Lessons from a Creamsicle

I just got back from a mission trip in South Dallas with a fantastic bunch of teenagers (NOT an oxymoron).  I could tell dozens of stories, but the one I choose to share here is about a Creamsicle that I ate, and why eating that Creamsicle was one of the most humbling experiences of my life.

The first afternoon we were in Dallas, we headed over to an apartment complex to do some painting.  This was no ordinary apartment complex.  It was a former crack house.  At one point it had the dubious distinction of being the address in Dallas with the highest murder rate.  We were shown the unit where this terrible atrocity, the Bathtub Murders, happened.  In its past, it was a place of drug warfare, death, destruction- a literal Hell on Earth.

But that was only the beginning of why this 16 unit apartment complex was not ordinary.  It is now known as the Nehemiah House.  Who was Nehemiah?In about 445 B.C., Nehemiah heeded the call of God to travel from his job as a cupbearer to the king of Persia, to Jerusalem to perform an impossible task.  Seventy years before, Jerusalem had been destroyed, and the city walls had lain in ruins ever since.  Refugees from the destruction of Jerusalem had been returning for years, but the fallen wall was symbolic of a fallen people.  God had called Nehemiah to leave his influential position, travel to Jerusalem, and rebuild the fallen walls.  Despite opposition and trials, the walls were completed in 52 days.  It was a literal and symbolic rebuilding in a land filled with enemies.  Nehemiah 6:16 says “When all our enemies heard about this, all the surrounding nations were afraid and lost their self-confidence, because they realized that this work had been done with the help of our God.”

The same can be said of the apartment complex where we went to paint on last week’s mission trip.  This building that was once known for the Bathtub Murders is now known as the Nehemiah House.  It was purchased by Hands and Hearts Ministries whose goal is to “make an impact on those individuals and families facing issues of poverty, homelessness, and helplessness.”  The Nehemiah House is used as a discipleship house for men coming out of rehab and a recovery programs.  The residents are putting in time and labor to restore the units, one by one, making them whole and useful again.  They are also putting the time into themselves, letting God make them whole and useful again.  It is a place of rebuilding.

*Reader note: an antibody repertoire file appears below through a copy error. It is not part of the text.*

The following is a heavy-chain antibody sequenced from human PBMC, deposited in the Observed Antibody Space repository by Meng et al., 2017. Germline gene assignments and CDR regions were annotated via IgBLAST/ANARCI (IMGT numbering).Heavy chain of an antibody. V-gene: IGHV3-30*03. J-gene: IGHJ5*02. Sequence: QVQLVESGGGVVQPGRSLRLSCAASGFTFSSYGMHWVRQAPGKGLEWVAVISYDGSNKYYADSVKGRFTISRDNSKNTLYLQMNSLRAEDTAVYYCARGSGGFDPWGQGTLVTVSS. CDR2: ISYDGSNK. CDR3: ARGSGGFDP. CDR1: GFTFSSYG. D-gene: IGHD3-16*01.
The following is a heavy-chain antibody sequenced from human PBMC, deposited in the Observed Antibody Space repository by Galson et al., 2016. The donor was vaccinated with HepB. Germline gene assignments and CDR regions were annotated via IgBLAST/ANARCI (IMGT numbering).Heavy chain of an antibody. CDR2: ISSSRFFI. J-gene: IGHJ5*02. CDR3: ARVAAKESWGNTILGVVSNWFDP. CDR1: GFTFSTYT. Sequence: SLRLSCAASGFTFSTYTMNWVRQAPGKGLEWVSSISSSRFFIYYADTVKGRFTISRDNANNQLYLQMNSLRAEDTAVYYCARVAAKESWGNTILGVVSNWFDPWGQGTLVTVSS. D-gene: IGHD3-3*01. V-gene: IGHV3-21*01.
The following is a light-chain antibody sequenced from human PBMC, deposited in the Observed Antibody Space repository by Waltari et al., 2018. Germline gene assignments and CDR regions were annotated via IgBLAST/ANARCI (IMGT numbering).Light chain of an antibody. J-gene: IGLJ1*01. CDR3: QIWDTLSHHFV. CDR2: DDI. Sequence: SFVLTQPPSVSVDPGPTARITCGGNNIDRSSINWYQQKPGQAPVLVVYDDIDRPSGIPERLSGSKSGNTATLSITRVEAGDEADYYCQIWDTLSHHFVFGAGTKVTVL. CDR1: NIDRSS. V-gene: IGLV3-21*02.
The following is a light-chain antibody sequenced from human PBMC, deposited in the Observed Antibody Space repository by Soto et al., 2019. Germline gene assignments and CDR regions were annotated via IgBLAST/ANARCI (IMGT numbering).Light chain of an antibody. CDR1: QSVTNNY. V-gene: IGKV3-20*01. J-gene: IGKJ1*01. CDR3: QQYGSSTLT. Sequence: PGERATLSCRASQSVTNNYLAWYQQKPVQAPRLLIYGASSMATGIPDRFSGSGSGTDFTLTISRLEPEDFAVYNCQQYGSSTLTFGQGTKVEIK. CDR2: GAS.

But back to the Creamsicle.All afternoon we worked with Donald, one of the Nehemiah House residents.  He is a man who is being rebuilt by God, leaving behind a life of addiction and despair, replacing it with one of hope.  He supervised our middle school missionaries, working tirelessly alongside them as we painted the courtyard walls in the 100+ degree heat.  Because of his past, Donald is still a man of very meager means, depending on food stamps to survive.And yet he was so filled with gratitude for our kids coming to spend an afternoon laboring alongside him at the Nehemiah House that he got our youth pastor, Destin, to take him to the local store so he could use his food stamps to buy Fudgesicles and Creamsicles as a thank you treat for us.  For us, a group of comfortable, well-fed folks who really had no idea what it meant to be in need.

In our Destin’s defense, he had no idea that Donald was going to use his own food stamps until it happened, and Destin tried to pay for the treats himself.  But Donald would have none of that.  He wanted to honor our group in this way.  It was about 103 degrees, and the Creamsicle I ate after painting outdoors for 4 hours tasted awesome.

When we left and Destin told us about the man’s sacrifice, I was very taken aback by Donald’s use of his limited resources.  I was humbled by it and questioned it.  But the more I thought about it, I saw some parallels to the woman who broke her expensive jar of alabaster that she then used to anoint Jesus (Mark 14, John 12).  The disciples gave her a hard time for “wasting” the perfume and not selling it to give the money to the poor.   Jesus defended her actions, saying that it was a “beautiful thing” that she had done.  I think that Donald’s gesture, as humbling as it was, was also a beautiful thing.  It was the outpouring of Donald’s changed heart.It was an honor and tribute not really to us,but to the beautiful God that he now serves, the One who rebuilt him, the One who wishes to rebuild us all.


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